Xpress Reviews: Nonfiction | First Look at New Books, August 24, 2012

Week ending August 24, 2012

Germany, Lisa. Houses of the Sundown Sea: The Architectural Vision of Harry Gesner. Abrams. 2012. c.240p. illus. ISBN 9781419700491. $75. FINE ARTS
Primarily a self-taught architect (excepting a brief stint at Yale and with Frank Lloyd Wright), Harry Gesner (b. 1925) has designed over 100 homes, primarily in California. Germany (Great Houses of Texas) covers Gesner’s life from his early childhood through 2010 and highlights 15 of Gesner’s homes in or near Los Angeles. His architecture reflects his independent drive, his interest in building in difficult terrain, and his emphasis in providing views of magnificent cityscapes, seascapes, and mountain scenery. His striking 1957 Wave House inspired the Sydney Opera House. The book includes 250 historic and contemporary photographs of the homes’ interiors and exteriors. Architectural drawings and floor plans accompany essays describing each home and include information about the people who commissioned each home, the building process, and the homes’ striking features. Gesner’s emphasis in bringing the outdoors inside shares much with Wright’s design philosophy, yet his homes are executed in an entirely new way.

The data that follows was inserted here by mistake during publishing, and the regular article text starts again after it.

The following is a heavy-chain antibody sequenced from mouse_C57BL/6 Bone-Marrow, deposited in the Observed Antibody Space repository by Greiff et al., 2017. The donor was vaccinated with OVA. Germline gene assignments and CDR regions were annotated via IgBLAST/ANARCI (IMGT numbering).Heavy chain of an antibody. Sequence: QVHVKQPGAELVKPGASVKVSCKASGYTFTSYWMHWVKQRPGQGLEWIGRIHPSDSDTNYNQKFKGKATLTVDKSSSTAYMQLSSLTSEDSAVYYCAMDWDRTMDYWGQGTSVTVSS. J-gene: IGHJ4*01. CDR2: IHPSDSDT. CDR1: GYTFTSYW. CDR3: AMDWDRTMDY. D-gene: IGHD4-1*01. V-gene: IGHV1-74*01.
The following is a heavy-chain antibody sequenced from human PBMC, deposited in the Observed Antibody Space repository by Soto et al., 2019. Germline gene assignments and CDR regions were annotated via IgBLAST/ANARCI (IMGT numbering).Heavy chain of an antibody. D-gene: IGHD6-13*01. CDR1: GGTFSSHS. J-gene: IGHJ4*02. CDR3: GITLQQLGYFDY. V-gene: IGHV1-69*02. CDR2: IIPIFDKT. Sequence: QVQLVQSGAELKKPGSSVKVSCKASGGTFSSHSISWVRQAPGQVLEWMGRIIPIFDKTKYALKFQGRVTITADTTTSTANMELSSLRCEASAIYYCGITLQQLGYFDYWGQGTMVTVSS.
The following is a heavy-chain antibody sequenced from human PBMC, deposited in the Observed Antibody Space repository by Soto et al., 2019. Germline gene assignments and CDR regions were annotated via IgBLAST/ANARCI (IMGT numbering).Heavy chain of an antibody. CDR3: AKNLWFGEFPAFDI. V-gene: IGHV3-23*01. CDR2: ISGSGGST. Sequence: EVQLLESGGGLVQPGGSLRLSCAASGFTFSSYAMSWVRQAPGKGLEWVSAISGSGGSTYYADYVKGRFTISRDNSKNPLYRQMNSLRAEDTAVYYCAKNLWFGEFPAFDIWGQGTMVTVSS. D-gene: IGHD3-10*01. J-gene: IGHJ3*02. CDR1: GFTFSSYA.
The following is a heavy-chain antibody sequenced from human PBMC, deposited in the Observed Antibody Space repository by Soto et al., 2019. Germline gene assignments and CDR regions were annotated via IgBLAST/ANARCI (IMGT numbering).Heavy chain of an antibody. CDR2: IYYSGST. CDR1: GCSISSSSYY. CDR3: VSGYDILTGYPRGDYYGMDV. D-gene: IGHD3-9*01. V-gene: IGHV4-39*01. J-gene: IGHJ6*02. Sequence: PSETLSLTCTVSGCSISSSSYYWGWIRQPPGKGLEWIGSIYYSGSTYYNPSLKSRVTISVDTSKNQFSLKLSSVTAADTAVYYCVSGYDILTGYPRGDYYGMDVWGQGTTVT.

Verdict This lovely summation of Gesner’s style will be of interest to architecture students as well as enthusiasts interested in midcentury modern and California design.—Valerie Nye, Inst. of American Indian Arts Lib., Santa Fe, NM

Jones, Nigel. Tower: An Epic History of the Tower of London. St. Martin’s. Oct. 2012. c.464p. illus. bibliog. index. ISBN 9780312622961. $35. HIST
Jones’s (Countdown to Valkyrie: The July Plot To Kill Hitler) latest offering traces the history of the Tower of London from its 11th-century beginnings under William the Conqueror to the present day. Interweaving a history of the structure itself with the unfolding of related historical events, Jones reveals how it evolved from a physical stronghold to becoming the symbolic center of power and now the UK’s most popular tourist site. In each chapter, Jones chronologically details a further stage of history that demonstrates how the evolving tower endured over a millennium. He also explores such themes as the tower’s ghosts and great escapes from confinement there. Jones enlivens the narrative with use of contemporary accounts and by asserting his own opinion on such famous episodes as the murder of Richard III’s nephews in the tower. Unfortunately, he fails to reference his sources fully, offering only a select bibliography for each chapter, but this is usual for a trade history book such as this. The book is not aimed at serious scholars. Instead, Jones artfully melds architectural and dynastic history encompassing all the tower’s incarnations
General readers looking for an entertaining single reference on the Tower of London will find this a good choice.—Deborah Cooper, MLIS student, Ithaca, NY

starred review starKeene, Nancy & others. Childhood Cancer Survivors: A Practical Guide to Your Future. 3d ed. O’Reilly. (Childhood Cancer Guides). 2012. c.443p. bibliog. index. ISBN 9781457118678. $29.95. MED